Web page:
Mountain pine beetles are sweeping through British Columbia’s vast forests with highly destructive results, but their mass attacks don’t stop at the edge of town.
Working in one of B.C.'s latest beetle battlegrounds -- the city of Kelowna -- biologist Bob Lalonde and mathematician Rebecca Tyson of the Centre for Species at Risk and Habitat Studies at UBC Okanagan are combining their expertise to track how the mountain pine beetle spreads through an urban landscape during a mass infestation. Although extensive research has been done on the mountain pine beetle in a forest setting, there is very little information on how they work their way through a city, says Lalonde, Associate Professor of Biology and Physical Geography.
“Essentially, we have an empty playing field to conduct our research,” says Lalonde. “This summer, a mammoth infestation of mountain pine beetles arrived in the City of Kelowna, creating an interesting opportunity to pursue the beetle’s movements in an urban landscape from the beginning of an infestation. As you can imagine, many people, organizations and municipalities are interested in the project.”
In May, Lalonde and Tyson, with the help of two summer students, strategically placed 44 pheromone traps -- which attract and capture beetles -- around the outskirts of Kelowna, as well as in the centre of the city.
“Basically we are trying to determine how the bark beetle enters the city, what direction they are entering the city from and how they move while in an urban environment,” says Lalonde. “In addition, we plan to study the beetles themselves and look at factors such as how much energy is being burned in their flight path.”
Checked every week until their removal in mid-August, the pheromone traps contained anywhere from zero to 200 mountain pine beetles, depending on location, as well as pine beetle predators, providing data that can help determine how quickly predators follow the bark beetles into the city.
The next step in the research is to analyze samples and data collected over the summer and use the information to create a mathematical model that identifies dispersal patterns of the beetle. A number of variables will be considered, such as location of the traps, number of beetles trapped, number and concentration of pine trees in the general area, biology of the beetles, and weather conditions.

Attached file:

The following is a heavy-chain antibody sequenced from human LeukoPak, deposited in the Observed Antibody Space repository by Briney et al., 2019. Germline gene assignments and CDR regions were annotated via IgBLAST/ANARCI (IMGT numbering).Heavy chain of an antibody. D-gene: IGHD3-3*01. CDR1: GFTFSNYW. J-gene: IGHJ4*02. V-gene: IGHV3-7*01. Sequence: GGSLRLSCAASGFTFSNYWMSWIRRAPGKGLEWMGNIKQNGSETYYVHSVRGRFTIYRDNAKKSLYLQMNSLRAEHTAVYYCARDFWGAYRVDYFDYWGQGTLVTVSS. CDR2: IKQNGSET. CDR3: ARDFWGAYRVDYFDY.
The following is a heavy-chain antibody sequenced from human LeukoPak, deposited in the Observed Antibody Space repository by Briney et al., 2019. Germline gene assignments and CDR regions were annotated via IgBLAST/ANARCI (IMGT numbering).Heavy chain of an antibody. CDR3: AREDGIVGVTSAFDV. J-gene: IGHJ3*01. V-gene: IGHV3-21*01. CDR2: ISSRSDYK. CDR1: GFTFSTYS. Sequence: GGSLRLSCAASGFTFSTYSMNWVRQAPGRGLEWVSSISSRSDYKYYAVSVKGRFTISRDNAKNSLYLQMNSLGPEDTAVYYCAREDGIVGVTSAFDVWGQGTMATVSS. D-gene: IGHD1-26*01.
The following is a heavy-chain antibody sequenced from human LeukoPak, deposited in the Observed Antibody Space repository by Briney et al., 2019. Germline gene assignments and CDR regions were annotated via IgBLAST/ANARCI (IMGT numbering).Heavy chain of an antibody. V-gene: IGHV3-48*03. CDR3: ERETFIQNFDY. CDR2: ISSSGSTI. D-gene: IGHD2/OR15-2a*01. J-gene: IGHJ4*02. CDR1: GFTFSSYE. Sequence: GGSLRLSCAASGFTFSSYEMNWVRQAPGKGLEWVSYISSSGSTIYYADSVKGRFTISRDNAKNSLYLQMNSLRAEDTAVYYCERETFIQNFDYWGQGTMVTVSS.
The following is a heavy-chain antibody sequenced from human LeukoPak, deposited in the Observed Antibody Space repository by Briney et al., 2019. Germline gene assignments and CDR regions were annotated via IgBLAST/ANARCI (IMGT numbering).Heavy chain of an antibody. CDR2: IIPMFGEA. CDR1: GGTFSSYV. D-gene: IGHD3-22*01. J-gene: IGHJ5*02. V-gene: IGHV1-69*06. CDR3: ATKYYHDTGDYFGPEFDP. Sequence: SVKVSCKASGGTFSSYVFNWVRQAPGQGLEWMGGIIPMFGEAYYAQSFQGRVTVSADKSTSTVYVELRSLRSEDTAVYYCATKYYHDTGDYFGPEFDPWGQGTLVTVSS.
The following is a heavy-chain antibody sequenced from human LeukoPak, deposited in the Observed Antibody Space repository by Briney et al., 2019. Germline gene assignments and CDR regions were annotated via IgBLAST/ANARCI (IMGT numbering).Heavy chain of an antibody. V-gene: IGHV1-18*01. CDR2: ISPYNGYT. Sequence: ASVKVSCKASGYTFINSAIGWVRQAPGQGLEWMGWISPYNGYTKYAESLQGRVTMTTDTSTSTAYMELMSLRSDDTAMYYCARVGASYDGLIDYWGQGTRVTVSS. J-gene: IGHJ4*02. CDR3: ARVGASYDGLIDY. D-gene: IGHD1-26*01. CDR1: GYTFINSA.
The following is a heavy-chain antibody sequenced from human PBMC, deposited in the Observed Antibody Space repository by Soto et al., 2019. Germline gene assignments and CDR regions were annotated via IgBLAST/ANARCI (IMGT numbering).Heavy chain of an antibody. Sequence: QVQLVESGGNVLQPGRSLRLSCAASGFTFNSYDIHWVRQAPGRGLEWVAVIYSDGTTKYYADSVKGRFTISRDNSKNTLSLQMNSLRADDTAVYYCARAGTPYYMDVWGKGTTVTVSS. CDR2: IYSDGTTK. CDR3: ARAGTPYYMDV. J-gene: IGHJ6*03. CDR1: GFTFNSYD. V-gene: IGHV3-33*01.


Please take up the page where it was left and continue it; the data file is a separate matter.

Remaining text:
“Mathematical modeling often reveals interesting behaviors that aren’t anticipated,” says Tyson, Assistant Professor of Mathematics, Statistics and Physics. “We are using beetle biology, spatial data and math in an attempt to understand in greater detail how the beetle is moving through an urban landscape, which may help us gain insight into the risk of infection for pine trees in certain areas of the city. This could result in possible solutions or preventative measures.”
Although the mountain pine beetle infestation reached the city of Kelowna this summer, it will take a few months before the severity of the damage to the city’s trees is known. Lalonde and Tyson are working with the City of Kelowna to identify the areas most affected, and will use that information as a variable in the mathematical model. Next year, they plan another summer of data collection, which may focus on determining how many beetles are originating from areas within Kelowna as a result of this year’s infestation, as opposed to how many are still moving into the city.
“We are really just at the beginning stages of the project,” says Tyson. “There is still a lot of data to be collected and analyzed. One thing we can say with confidence though is that, based on early results, it looks as though bark beetles enter a city from the outskirts inward, as opposed to dropping randomly from above, as some people had originally suggested.”